Review: "Ditch Witch"
By Wesley Pulkka
The Albuquerque Journal
Sunday, 07 June 2009
Walking the dog can be an adventure. Erika Wanenmacher's "Ditch Witch" exhibition at Linda Durham Contemporary Art chronicles her discoveries, observations and insights into the workings of the natural world while walking her dog Kevin for the first five months of this year.
While exploring the drainage ditch that serves as her walking path Wanenmacher assembled a magical blend of art, science, spirituality, a written narrative and her prodigious artistic skills to create sculpture, paintings, assemblages, amulets, talismans and spells. Her written narrative includes encounters with neighbors, animals, insects and a plethora of natural and manmade found objects. Wanenmacher is open and sensitive to her surroundings and accepts her discoveries as gifts from a generous universe.
"Kevin" is a sculptural portrait of Wanenmacher's dog made from a black furry sweater, wood and glass. The anatomically correct dog is leaping while on a retractable leash held by "Snow Erika" a self portrait made from a white angora sweater with embroidered beads. Though the sculptures are considered separate entities the leash symbolizes the real bond between dog and dog walker. Self-referential art can be self indulgent but Wanenmacher uses her personal narrative as a way of literally taking in her surroundings. Her painting "Ravens and Hawk" includes small glass eyes that look back at the viewer as the viewer follows the sky bound conflict between avian predators.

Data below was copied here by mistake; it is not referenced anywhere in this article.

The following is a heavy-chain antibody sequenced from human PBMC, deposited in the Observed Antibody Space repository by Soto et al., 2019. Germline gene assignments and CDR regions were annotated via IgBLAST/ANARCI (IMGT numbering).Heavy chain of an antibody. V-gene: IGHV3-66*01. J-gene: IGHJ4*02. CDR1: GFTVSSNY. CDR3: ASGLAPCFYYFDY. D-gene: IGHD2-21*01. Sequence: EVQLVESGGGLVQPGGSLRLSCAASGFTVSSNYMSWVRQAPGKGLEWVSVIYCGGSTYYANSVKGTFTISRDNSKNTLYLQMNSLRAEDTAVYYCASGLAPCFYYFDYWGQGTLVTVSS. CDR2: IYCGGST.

Wanenmacher plays the role of Daphne in "Tree Erika," a large mixed-media sculpture of a tree suspended from a pentagram. The tree trunk sports Wanenmacher's likeness as a nod to Daphne a Greek goddess who transformed herself into a tree to avoid the advances of the god Apollo.
In "Ant Hill Erika" the artist portrays herself in sand. The sand-covered wood carving stands above an ant hill festooned with an infinity symbol. The piece relates to the Navajo myth about the origins of the ant people. It also connects with Anasazi and Pueblo stories about the origins of humankind. As in the other self portraits Wanenmacher is absorbing the spirit of the ants and their domain by making a part of herself metaphorically be there as a witness and participant in their lives. These self portraits allow Wanenmacher to become the mythical skin traveler who becomes a deer in order to run fast or becomes a wolf in order to hunt well. In her last show at the gallery Wanenmacher was learning stealth by becoming a coyote.
There are pentagrams throughout the installation including a wall of spells. The spells are assembled from found objects that Wanenmacher picked up on her walks with Kevin. Pieces range from small bottles and bits of stone and glass that animals and insects ejected from their burrows to large objects that the artist sometimes altered and reconfigured. In her narrative Wanenmacher explains that the often misunderstood pentagram is a positive symbol of the four elements earth, air, fire and water connected through spirit.
The whole spells presentation is an intelligent blend of magic and marketing. The spells are meant to be taken home by viewers to use as needed. Their low prices and portability already have made this single wall of objects a big hit with visitors. As pieces are removed Wanenmacher replaces them with new assemblages.
This is a beautifully executed and thought-provoking show by one of New Mexico's most important and talented artists.